“A-Cappella Singing and Baptism”Categories: Meditations
We’re talking apples and elephants here, right? Sure, most of the denominational world disagrees with the churches of Christ about both of these things, but they’re very different kinds of issues. There are a dozen passages in the New Testament that explicitly say that we have to be baptized to be saved. There aren’t any passages in the New Testament that explicitly say we had better not use musical instruments in worship, or else.
And yet, I’ve noticed something funny about the progressive churches that end up taking “of Christ” off the sign. They’re going to bring in the instrument. That’s a given. They’re going to engage the community church down the street in the battle of the bands. To the most skilled go the visitors!
Along with that, though, they start getting awfully mushy about baptism. Consider, for instance, this video produced by The Hills Church, formerly the Richland Hills Church of Christ. The men in the video say that baptism is commanded. True. They say that baptism is an expression of our commitment to Christ. Also true.
Notice what they’re not saying, though. They’re not saying that baptism is necessary for forgiveness of sins. At one point, Rick Atchley scoffs at the notion that water washes away sins, never mind Acts 22:16. He says we’re saved by the blood of Jesus instead, making a distinction that the Bible never makes.
Additionally, if someone starts attending The Hills who was sprinkled as an infant, they say they will encourage them to get baptized as an adult. Why? Because they need to make that commitment for themselves rather than having their parents make it for them. They do not say that such people need to be baptized in order to be saved from their sins.
What in the world? As I noted above, the Scriptural witness on baptism is manifold. It doesn’t talk about commitment. It talks about salvation. Forgiveness of sins. New life. I’m pretty sure Rick Atchley owns a Bible. I suspect he’s even read it some. However, his teaching on baptism isn’t coming from the Bible.
Instead, it appears to be constructed to be as inoffensive to as many people as possible. You’ve got the old guard at The Hills, the people who were “raised in the church” and have a traditional understanding that baptism is important, even though they don’t know why. They hear these men saying “Baptism is necessary,” and they’re satisfied. No stumbling block for them.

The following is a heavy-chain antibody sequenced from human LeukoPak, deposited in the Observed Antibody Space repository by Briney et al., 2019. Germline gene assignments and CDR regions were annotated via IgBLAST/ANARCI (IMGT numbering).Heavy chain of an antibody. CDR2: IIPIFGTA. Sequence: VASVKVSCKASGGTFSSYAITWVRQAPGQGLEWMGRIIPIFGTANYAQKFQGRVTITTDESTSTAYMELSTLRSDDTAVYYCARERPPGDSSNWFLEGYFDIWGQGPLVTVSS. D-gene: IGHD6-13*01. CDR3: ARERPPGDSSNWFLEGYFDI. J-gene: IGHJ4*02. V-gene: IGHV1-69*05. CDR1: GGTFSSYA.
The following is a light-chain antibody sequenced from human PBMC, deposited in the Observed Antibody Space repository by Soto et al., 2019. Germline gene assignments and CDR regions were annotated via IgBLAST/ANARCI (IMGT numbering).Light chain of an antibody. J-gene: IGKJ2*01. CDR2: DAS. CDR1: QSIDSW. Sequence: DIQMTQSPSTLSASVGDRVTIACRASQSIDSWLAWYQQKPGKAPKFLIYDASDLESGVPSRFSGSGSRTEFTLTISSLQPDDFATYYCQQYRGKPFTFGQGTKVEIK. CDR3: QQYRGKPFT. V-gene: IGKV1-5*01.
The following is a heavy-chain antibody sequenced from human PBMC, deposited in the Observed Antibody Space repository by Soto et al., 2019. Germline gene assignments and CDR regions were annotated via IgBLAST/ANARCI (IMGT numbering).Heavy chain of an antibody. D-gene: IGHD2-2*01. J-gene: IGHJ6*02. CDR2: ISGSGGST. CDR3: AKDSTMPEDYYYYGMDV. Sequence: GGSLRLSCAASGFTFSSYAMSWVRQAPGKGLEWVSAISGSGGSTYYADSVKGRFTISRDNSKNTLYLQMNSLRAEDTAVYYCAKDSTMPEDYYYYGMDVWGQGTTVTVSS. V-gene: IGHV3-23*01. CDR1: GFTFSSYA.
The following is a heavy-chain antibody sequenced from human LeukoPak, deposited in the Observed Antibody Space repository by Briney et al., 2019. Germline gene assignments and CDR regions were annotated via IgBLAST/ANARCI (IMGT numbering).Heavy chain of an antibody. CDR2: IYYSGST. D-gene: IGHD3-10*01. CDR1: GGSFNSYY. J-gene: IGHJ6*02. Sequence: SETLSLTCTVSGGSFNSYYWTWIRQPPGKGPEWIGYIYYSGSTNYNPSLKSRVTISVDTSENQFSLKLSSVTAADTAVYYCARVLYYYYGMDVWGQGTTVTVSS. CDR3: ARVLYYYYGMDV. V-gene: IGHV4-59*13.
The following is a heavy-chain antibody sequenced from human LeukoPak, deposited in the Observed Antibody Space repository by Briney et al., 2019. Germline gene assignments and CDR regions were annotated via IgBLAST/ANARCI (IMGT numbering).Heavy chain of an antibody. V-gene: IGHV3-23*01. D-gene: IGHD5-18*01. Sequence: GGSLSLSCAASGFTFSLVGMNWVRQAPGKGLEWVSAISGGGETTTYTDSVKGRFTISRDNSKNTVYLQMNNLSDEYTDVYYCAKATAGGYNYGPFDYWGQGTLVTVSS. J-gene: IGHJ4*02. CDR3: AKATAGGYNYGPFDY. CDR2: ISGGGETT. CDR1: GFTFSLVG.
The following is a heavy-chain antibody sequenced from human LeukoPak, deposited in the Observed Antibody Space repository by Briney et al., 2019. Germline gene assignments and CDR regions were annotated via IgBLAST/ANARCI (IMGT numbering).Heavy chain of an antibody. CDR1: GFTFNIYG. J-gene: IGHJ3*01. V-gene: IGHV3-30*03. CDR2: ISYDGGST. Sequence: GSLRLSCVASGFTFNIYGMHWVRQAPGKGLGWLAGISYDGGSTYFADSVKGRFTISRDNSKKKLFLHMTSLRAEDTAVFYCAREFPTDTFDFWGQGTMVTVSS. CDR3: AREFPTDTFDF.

No stumbling block for denominational visitors either, whatever their religious background might be. Somebody who has been baptized into the Baptist Church will hear this and say, “I’m good!” Somebody who is sprinkled as an infant will understand that they need to get baptized someday, but until then, they still have been saved by faith.
Baptism at the Hills ends up being like changing your furnace filter. You know you should, but it’s easy to put off. They have adopted this position not because of faithfulness to the word, but because it will be the most popular.
In practice, it is awfully hard to draw a bright line separating the adoption of the instrument and The Hills’ position on baptism. Even though the Scriptural evidence is different, the thought process is the same.
Nobody studies the New Testament and says, “Here’s the passage that plainly teaches that instrumental music is fine!” Instead, they look around, realize that instrumental worship is popular (with “the young people”, with outsiders, etc.), and then go hunting for Biblical justification. Once you start down that road with worship, you keep going with salvation.
Every congregation must decide who its lord is going to be. Is it going to be the children we hope to retain, the visitors we want to become members? Or is it going to be the One who died and was raised for us? Our approach to the word in all things will reveal the truth.